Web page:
A gathering of virtuosi can often result in a barrage of wanking that will drive away any listener interested in the art of expression. But when the masters put their egos aside and focus on the composition, the results can be marvelous, as can be heard in The Rite of Strings. Having seen Stanley Clarke multiple times live, I can attest that the man loves to solo, but his bowed and plucked bass playing on RoS is selfless and pondering. Al Di Meola, resident jazz shredder, shines as a rhythm guitarist with his fast, flamenco-like jabs and mellow inversions. Jean-Luc Ponty is a master of both the blues scale and hair-raising textures on his wailing violin. As a unit, their timing is deft, their harmonies ecstatic or mournful.



Sonny Rollins: Road Shows, Vol.2
Sonny Rollins, tenor saxophone; Roy Hargrove, trumpet; Christian McBride, bass; seven others
Doxy B0015949-02 (CD). 2011. Sonny Rollins, prod.; Richard Corsello, prod., eng. DDD. TT: 66:14

September 10, 2010. Sonny Rollins's sold-out 80th-birthday concert at the Beacon Theater in Manhattan. At 80, Sonny has only occasional great nights. This is one. Every time you think he's peaked, he kicks it higher and keeps wailing. There is a monstrous 15-minute annihilation of "They Say It's Wonderful." In "In a Sentimental Mood," guest Jim Hall breaks your heart. Ornette Coleman joins in a 22-minute "Sonnymoon for Two" for the ages. The Beacon Theater goes mad. It is the only meeting on record of the two greatest living saxophonists. Ever wonder why R2D4 was invented? This is why. (XXXIV-12)

Art Pepper: Blues for the Fisherman: Unreleased Art, Vol. VI
Art Pepper, alto saxophone, clarinet; Milcho Leviev, piano; Tony Dumas, bass; Carl Burnett, drums
Widow's Taste APM 1101 (4 CDs). 1980/2011. Peter Bould, prod., eng.; Peter Ball, Graham Ward, engs. ADD. TT: 4:46:00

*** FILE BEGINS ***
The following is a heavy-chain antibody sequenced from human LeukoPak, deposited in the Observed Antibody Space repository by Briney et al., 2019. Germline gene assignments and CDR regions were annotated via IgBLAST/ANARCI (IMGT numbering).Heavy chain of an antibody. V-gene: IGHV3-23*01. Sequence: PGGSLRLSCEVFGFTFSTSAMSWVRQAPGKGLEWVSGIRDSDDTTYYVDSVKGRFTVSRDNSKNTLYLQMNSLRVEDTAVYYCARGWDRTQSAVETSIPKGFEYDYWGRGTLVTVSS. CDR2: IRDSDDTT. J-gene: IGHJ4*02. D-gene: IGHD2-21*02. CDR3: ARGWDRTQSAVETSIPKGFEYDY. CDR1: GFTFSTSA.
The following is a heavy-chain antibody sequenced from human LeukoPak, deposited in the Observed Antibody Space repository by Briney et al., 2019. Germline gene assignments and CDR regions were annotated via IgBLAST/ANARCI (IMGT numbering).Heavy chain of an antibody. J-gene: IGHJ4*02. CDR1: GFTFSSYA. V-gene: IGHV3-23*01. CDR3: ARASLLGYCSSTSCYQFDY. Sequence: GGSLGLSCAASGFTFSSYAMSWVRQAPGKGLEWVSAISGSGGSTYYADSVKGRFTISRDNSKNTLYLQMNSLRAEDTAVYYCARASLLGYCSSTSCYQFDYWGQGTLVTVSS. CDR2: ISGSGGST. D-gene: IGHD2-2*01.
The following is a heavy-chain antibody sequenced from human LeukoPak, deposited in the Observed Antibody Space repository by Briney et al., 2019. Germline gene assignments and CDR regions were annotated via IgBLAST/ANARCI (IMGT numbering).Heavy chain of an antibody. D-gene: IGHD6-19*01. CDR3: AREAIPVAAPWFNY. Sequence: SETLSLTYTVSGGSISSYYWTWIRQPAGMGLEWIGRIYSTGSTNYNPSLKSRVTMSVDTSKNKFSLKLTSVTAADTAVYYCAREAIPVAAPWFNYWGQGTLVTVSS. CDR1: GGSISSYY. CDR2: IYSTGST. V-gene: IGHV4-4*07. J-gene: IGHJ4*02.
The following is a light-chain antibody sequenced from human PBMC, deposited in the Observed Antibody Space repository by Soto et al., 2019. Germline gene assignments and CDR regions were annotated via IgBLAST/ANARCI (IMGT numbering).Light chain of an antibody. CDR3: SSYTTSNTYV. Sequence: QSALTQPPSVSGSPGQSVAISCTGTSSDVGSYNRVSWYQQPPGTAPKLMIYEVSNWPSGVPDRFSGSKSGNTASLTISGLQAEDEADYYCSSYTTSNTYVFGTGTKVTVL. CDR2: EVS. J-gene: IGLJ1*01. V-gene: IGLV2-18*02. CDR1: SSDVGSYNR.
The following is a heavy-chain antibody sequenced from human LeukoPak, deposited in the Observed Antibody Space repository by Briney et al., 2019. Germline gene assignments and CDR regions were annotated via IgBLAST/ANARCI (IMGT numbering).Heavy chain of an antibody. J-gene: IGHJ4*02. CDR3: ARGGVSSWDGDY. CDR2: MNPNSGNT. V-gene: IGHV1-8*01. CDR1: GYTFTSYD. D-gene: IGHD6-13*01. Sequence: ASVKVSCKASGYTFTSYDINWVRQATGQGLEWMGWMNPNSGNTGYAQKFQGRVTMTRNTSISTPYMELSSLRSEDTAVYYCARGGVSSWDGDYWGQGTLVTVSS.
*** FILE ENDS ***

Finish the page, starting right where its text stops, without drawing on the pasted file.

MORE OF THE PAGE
Laurie Pepper is Art Pepper's widow. There are now eight volumes in the Unreleased Art series on her label, Widow's Taste. They rescue lost music by a great jazz musician in danger of being forgotten. Most volumes have compromised sound because they are soundboard or audience tapes. Vol. VI is where to go first, because it was professionally recorded at Ronnie Scott's, in London, and because Pepper is beside himself. He does filthy, kicking, start-and-stop blues like the title track. He burns down "I'll Remember April," twice. He does ballads ("Goodbye," "What's New?") as if he's wrenching them from himself, two years from the end of his very hard life.

Lee T. Bruce's picture

You might want to space this article further away from Ken Shindo's death announcement...

wozwoz's picture

Many thanks indeed to Art Dudley for his recommendation of Johanna Martzy's unaccompanied Bach … I had not even heard of her …  her dark and intense rendition of the Chaconne  has made my day (courtesy youtube).


Re EMI SACD of Oistrakh Brahms violin concerto (John Marks) — I have found the EMI transfers to SACD generally substandard (perhaps because EMI do not go direct from analogue tape to DSD and use some convoluted process with multiple unnecessary conversions between analog / digital and analogue, or perhaps because of excessive software cleaning/de-hissing/meddling, — in any event, the Oistrakh Brahms is distorted on my system.

jimmyjames's picture

Had heard about these recordings before but did not realise I could download them.  Doing that now.  Very cool.  I always find music I need on the annual Stereophile R2D4 list.  Kudos.

Tiger Al's picture

Just say no.